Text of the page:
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Chockstone Forum - General Discussion

General Climbing Discussion

Topic Date User
Bouldering in the Grampians Friday, 9 December 2011 At 10:24:06 PM kieranl
Message

A couple of weeks ago I was with a group of climbers meeting with the Grampians ranger-in-charge Dave Roberts. The main part of the day was checking out access options for Bundaleer and Rosea but the talk got around to bouldering at one point. The upshot was that I was asked to try to identify some possible contact points between Parks and boulderers.
Now i donít boulder much anymore and know virtually no one in the bouldering community (whatever that means) and feel a bit of a fraud doing this. So, this post is a feeler to see if people have any suggestions as to approach. There donít seem to be any active bouldering sites any more to act as forums for this.
The discussions we had were very informal, conducted in a 4WD, with no notes being taken so what follows is my interpretation of things, hopefully very similar to what Dave intended.
Dave is very interested in the explosion of bouldering in the Grampians, both excited to see the interest being shown and concerned at future directions.
The concentration of intense bouldering activity on the Stapylton area is seen as desirable. The only active concern here is with large groups effectively ďtaking overĒ an area. This can be intimidating to other park users.
Parks would be concerned if intensive bouldering activity moved into the remote areas of the Grampians, particularly in the Victoria Range. There are a few aspects to this :
Track creation to bouldering areas, particularly on top of the range. There can be a lot of impact if an area becomes popular. Parks is wanting to preserve an element of remoteness here.
Impact on cultural sites. The Vic Range has the largest number of indigenous cultural sites in the Grampians and these may well be in prime bouldering territory. The thing is that these sites are all there is. Once one is damaged there will not be a replacement. There are actually two aspects here : the first, and the imperative one, is to prevent damage. At present Parks have no idea whether bouldering is taking place in sensitive areas. The second is that boulderers could actively help the cultural program by identifying previously unknown sites . I suggested that it might be useful to have some educational sessions with boulderers to help them to identify indigenous sites, suggest suitable behaviour around them and to identify areas which are generally culturally sensitive where bouldering should be avoided or undertaken only with great respect.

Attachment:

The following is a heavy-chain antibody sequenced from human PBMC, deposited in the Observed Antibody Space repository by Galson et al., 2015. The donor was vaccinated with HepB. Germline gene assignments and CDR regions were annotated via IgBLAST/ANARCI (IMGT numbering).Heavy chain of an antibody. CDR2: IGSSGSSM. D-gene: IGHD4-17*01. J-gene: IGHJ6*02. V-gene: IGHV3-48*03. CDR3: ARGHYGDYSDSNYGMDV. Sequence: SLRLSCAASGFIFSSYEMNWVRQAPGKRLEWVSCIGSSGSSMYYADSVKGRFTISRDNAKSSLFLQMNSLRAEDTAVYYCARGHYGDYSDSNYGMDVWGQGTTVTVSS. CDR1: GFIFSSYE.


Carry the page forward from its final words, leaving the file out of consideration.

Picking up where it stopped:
Bouldering in areas that will be subject to the Parks burning program. There is going to be a fair amount of prescribed burning in the Vic range next year and there is concern that boulderers might be in areas that are being burned.
This all looks like a case for dialogue. It should be pointed out that itís not an attack on boulderers; there are similar concerns about the impact of other Park users.
So, where to from here? Anyone who has any ideas or who wants to volunteer can post here or email me kieranl (at) aanet.com.au or pass them on to Tracey at Cliffcare http://cliffcare.org.au

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